After a summer of swapping pinstripes for PJs and desks for dining tables, the UK’s workforce is slowly returning to its offices, factories, restaurants and stores. While some welcome the opportunity to reclaim their old routine, others are losing sleep due to concerns about safety amid talk of a second wave of COVID-19. These are, of course, valid concerns which most people are able to self-manage however, for those suffering from mental health issues such as anxiety and depression, the move back to the workplace can often be a step too far.
Getting Worked Up Over Wellbeing
On Saturday the 10th of October this year, we join hands around the globe to recognise World Mental Health Day. Launched in 1992, this date is set aside to offer support to anybody who is struggling to cope with a form of mental illness. According to WHO, 450 million people around the world live with a mental disorder and, the 2020 COVID-19 pandemic has seen a sharp rise in cases as our population struggles with the anxiety, isolation and fear that the virus brought with it when it began to sweep through the planet in the early part of this year.
In our complicated and fast paced world, mental health issues take many forms and are often left undiagnosed. According to recent studies, a staggering 14.7% of all employees reported that they have experienced some form of mental health problem in the workplace. While many of us have had a bad day at work or, have been forced to endure a job that we hate, workplace stress - in its extremes - can be incredibly harmful and, in some tragic cases, can even lead to suicide.
For this reason, more and more employers are beginning to understand the importance of employee wellbeing and are actively seeking to implement procedures and processes to support this. So much more than just a trendy buzzword, employee wellbeing is a term used to describe the overall safety and happiness of employees within a specific workplace. Although employee wellbeing does cover practical matters such as health and safety practices and employee comfort, including breaks and annual leave allowances, it also throws the net wider to encompass touch points which may impact on an employee’s mental health and standard of living.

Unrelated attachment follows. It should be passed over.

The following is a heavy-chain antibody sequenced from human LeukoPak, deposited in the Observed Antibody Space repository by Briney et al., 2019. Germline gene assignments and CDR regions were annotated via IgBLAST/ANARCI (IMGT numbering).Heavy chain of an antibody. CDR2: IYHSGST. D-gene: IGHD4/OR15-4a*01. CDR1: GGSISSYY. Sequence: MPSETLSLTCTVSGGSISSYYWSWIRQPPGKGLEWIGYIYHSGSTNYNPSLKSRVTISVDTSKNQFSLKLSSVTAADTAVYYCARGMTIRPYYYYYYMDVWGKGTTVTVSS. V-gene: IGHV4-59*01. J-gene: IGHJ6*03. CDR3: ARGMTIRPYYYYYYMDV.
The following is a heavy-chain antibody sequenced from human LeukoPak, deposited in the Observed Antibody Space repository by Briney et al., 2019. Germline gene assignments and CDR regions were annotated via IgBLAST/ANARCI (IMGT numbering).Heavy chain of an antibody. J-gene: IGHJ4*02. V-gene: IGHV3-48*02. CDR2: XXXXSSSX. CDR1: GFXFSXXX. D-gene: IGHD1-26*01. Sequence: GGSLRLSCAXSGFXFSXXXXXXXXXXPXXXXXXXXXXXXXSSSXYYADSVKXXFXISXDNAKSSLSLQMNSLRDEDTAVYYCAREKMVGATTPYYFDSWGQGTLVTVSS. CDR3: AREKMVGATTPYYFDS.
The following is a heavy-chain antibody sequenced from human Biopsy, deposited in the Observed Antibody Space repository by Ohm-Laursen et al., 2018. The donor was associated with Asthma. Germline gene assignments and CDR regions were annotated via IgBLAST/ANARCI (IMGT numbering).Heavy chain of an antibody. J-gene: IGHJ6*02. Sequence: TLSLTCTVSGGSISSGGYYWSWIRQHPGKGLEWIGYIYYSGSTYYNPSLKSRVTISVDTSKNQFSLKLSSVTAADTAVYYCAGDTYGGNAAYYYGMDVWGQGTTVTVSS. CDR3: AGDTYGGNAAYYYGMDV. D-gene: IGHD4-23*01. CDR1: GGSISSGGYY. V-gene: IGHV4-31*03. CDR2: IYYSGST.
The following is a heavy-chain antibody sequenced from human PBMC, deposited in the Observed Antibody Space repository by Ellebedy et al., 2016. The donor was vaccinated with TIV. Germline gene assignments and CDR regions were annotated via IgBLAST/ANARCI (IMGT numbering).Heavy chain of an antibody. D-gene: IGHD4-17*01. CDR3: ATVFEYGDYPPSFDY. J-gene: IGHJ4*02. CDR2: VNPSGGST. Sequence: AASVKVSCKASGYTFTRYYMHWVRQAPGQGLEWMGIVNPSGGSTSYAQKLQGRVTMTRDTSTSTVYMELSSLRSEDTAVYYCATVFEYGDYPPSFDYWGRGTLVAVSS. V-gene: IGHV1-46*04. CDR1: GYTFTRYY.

At present, there are no Government guidelines to steer employers toward a culture of employee wellbeing, forward thinking companies are investing time and money in putting together their own set of best practices. Some of these best practices include:
A Head Start
These days, our society is so much more informed when it comes to mental health issues. As well as educational programs by healthcare providers, initiatives by celebrities and members of the royal family, including the Duke and Duchess of Cambridge, have helped to remove the stigma that was once associated with mental health disorders. With the breaking down of these barriers, employers are actively working to support employees by encouraging candid discussion and offering free or subsidised counselling services where appropriate. Many companies also train their managers and supervisors to look out for employees who may be displaying signs of mental stress and who may be reluctant to ask for help. This is a major step for employers and can be invaluable to employees who are feeling overwhelmed and unable to cope with day to day life.
Simply Red once sang that ‘money’s too tight to mention’ and, for a lot of employees, this is painfully true. As a society, we’re generally taught that talk about money is taboo or even vulgar - which is strange considering how much of our lives are dictated by it. In an ideal world, employers would be able to pay employees enough to pay all of their bills and live comfortably but, sadly, that’s not always possible. Instead, many employers offer their staff discounts on some everyday essentials and luxury items in order to help them to stretch budgets further. Some of these discounts may include:
- Restaurant or coffee shop vouchers
- Subsidised leisure club memberships
- Subsidised travel
- Free lunches within the workplace
While these may not seem like particularly expansive gestures, they can be really helpful for employees whose salaries barely stretch to the end of the month.
Body and Soul
We’ve long since known that there is often a very real correlation between physical and mental health and, keeping our bodies healthy is an important part of combatting mental health problems. As such, many employers offer staff incentives to keep fit such as:
- Free or subsidised gym memberships
- Cycle to work schemes
- Private health insurance